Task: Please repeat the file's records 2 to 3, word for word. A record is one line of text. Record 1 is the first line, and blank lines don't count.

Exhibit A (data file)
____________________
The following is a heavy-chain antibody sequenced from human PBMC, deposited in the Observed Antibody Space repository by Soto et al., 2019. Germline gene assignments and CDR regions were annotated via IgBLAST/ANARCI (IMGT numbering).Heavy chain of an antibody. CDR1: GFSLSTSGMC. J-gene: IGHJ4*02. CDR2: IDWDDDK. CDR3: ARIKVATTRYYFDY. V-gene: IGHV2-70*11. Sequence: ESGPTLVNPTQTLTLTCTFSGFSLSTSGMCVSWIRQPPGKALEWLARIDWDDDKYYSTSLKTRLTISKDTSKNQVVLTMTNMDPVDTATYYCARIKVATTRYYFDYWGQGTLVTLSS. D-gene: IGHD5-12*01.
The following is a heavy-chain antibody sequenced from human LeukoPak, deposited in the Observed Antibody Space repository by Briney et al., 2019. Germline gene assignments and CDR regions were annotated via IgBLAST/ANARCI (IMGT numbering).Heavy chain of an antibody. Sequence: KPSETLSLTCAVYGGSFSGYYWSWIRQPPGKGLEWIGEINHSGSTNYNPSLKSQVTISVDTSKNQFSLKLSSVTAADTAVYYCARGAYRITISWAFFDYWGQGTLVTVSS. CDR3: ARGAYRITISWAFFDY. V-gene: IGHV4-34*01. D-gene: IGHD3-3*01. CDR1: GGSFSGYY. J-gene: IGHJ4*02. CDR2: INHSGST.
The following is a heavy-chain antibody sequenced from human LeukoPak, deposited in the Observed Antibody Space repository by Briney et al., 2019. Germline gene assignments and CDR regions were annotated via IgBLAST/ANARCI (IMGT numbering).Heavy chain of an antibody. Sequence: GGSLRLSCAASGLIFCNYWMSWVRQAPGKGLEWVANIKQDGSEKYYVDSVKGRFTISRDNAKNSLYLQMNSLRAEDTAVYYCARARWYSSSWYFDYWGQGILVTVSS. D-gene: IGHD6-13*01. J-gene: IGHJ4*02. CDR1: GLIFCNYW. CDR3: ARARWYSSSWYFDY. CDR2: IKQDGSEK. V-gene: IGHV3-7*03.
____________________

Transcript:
The following is a heavy-chain antibody sequenced from human LeukoPak, deposited in the Observed Antibody Space repository by Briney et al., 2019. Germline gene assignments and CDR regions were annotated via IgBLAST/ANARCI (IMGT numbering).Heavy chain of an antibody. Sequence: KPSETLSLTCAVYGGSFSGYYWSWIRQPPGKGLEWIGEINHSGSTNYNPSLKSQVTISVDTSKNQFSLKLSSVTAADTAVYYCARGAYRITISWAFFDYWGQGTLVTVSS. CDR3: ARGAYRITISWAFFDY. V-gene: IGHV4-34*01. D-gene: IGHD3-3*01. CDR1: GGSFSGYY. J-gene: IGHJ4*02. CDR2: INHSGST.
The following is a heavy-chain antibody sequenced from human LeukoPak, deposited in the Observed Antibody Space repository by Briney et al., 2019. Germline gene assignments and CDR regions were annotated via IgBLAST/ANARCI (IMGT numbering).Heavy chain of an antibody. Sequence: GGSLRLSCAASGLIFCNYWMSWVRQAPGKGLEWVANIKQDGSEKYYVDSVKGRFTISRDNAKNSLYLQMNSLRAEDTAVYYCARARWYSSSWYFDYWGQGILVTVSS. D-gene: IGHD6-13*01. J-gene: IGHJ4*02. CDR1: GLIFCNYW. CDR3: ARARWYSSSWYFDY. CDR2: IKQDGSEK. V-gene: IGHV3-7*03.